Technology in the Neonatal Ward: Bringing Mortality Rates Down
More pre-term infants are surviving than in decades past – both in the United States and around the world. This is thanks to cutting edge technology and research and also to a form of care that’s as old as humanity. The neonatal ward attempts to simulate the natural environment, using machines to do some of the work of lungs and other vital organs until they’ve matured to the point where they function normally. This is a combined effort of physicians, respiratory therapists and other allied health professionals, and engineers.
Incubators have multiple purposes. They keep babies warm until they have sufficient body fat and mass to maintain a constant temperature. They also prevent infection and house a variety of equipment.
Incubators – and the equipment that goes inside – are designed by engineers. They’ve been around in some form for well over a hundred years. It’s not difficult to design a basic incubator, but it can be difficult to solve some issues. One is portability. Often pre-term babies are not born in large hospitals with neonatal wards. Instead, they’re born in small towns – or even at home. This is a big issue in the United States, but an even larger issue in developing countries. Recent innovations for use in rural or impoverished communities have included an incubator that could be strapped to the back like a giant backpack and one that used automotive parts (and thus could be maintained and repaired more easily).
Biomedical engineers have very specialized training that allows them to solve medical problems, from needs analysis to maintenance. Engineers from other disciplines also sometimes work on medical equipment that is mechanical and not actually attached to or inserted in the body. It’s partly the official curriculum and partly the extras like biomedical internships and senior or graduate projects that help an engineer find a niche.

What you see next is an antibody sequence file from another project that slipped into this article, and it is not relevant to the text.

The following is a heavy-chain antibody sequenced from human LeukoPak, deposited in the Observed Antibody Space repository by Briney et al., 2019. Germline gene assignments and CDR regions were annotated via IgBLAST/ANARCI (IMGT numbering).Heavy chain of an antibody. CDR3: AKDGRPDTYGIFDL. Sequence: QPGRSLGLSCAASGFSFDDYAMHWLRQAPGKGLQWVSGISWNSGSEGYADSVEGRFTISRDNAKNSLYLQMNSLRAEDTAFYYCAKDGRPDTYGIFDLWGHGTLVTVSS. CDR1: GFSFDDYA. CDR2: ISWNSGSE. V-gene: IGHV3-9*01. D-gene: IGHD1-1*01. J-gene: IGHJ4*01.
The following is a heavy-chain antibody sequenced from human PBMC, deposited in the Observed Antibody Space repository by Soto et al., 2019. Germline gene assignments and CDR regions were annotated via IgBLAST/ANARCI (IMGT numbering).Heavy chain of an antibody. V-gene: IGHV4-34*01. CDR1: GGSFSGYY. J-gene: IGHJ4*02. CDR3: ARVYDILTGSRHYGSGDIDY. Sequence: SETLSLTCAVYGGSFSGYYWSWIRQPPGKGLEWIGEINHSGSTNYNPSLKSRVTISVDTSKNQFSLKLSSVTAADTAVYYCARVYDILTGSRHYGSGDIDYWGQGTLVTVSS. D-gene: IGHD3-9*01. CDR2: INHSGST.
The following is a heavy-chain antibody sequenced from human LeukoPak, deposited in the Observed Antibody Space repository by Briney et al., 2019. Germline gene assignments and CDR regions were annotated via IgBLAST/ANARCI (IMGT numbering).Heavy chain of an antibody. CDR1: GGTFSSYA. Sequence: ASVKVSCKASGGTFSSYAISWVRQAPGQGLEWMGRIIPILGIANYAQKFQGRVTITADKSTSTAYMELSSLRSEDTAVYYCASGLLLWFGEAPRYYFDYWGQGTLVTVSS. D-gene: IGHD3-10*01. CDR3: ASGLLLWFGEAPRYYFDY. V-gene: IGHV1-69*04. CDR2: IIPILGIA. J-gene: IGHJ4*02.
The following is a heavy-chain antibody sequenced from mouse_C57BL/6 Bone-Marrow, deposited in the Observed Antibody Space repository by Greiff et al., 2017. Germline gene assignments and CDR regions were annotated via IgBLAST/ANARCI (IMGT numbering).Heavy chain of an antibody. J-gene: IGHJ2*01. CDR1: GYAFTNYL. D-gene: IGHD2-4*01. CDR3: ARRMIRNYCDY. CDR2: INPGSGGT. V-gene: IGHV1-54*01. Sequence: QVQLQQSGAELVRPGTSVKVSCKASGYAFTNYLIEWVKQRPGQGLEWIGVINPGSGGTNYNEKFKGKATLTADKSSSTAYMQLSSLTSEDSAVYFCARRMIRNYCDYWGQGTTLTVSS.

Repairing and calibrating equipment, meanwhile, is the job of the biomedical technician. Technicians who repair very sensitive high tech equipment usually have bachelor’s degrees.
One of the biggest challenges is immaturity of the respiratory system. Premature babies are prone to apnea. Even babies that are mostly successful at breathing on their own may not be ready to coordinate breathing and feeding at the same time. There are different levels of breathing support from standard ventilators down to nasal cannula; the latter allows a baby to do much of the breathing on her own. Modern ventilators are often computerized and may combine physiologic monitoring with respiration. A separate blood gas machine analyzes blood to make sure the oxygen is right.
Respiratory therapists monitor babies’ breathing – and the equipment that helps them – both in the neonatal ward and in transit from the local hospital to the larger regional medical center. Neonatal respiratory therapists may hold the Neonatal-Pediatric Specialist (NPS) credential as well as the more basic ones. Other staff members who work in the neonatal ward are also trained in neonatal resuscitation.
In most cases, issues are resolved before infants leave the ward. In some cases, though, it’s not possible. Babies must leave with equipment that supports breathing and alerts caregivers when there’s a problem – another challenge for engineers.
Combining High Tech with Quality Care
21st century technology, though seemingly miraculous at times, has its limits. It can’t ensure survival and it can’t accurately recreate the conditions that promote normal emotional and cognitive development. In fact, an overly mechanistic and sterile environment can do more harm than good—when not absolutely necessary. In recent years, the neonatal team has again invited parents in. Many NICUs encourage kangaroo care, or skin to skin contact with a parent, at least after an initial stabilization period. Understanding old-fashioned care and how it works in a medical context is the realm of doctorate trained candidates from a number of fields: medicine, nursing, and the social sciences.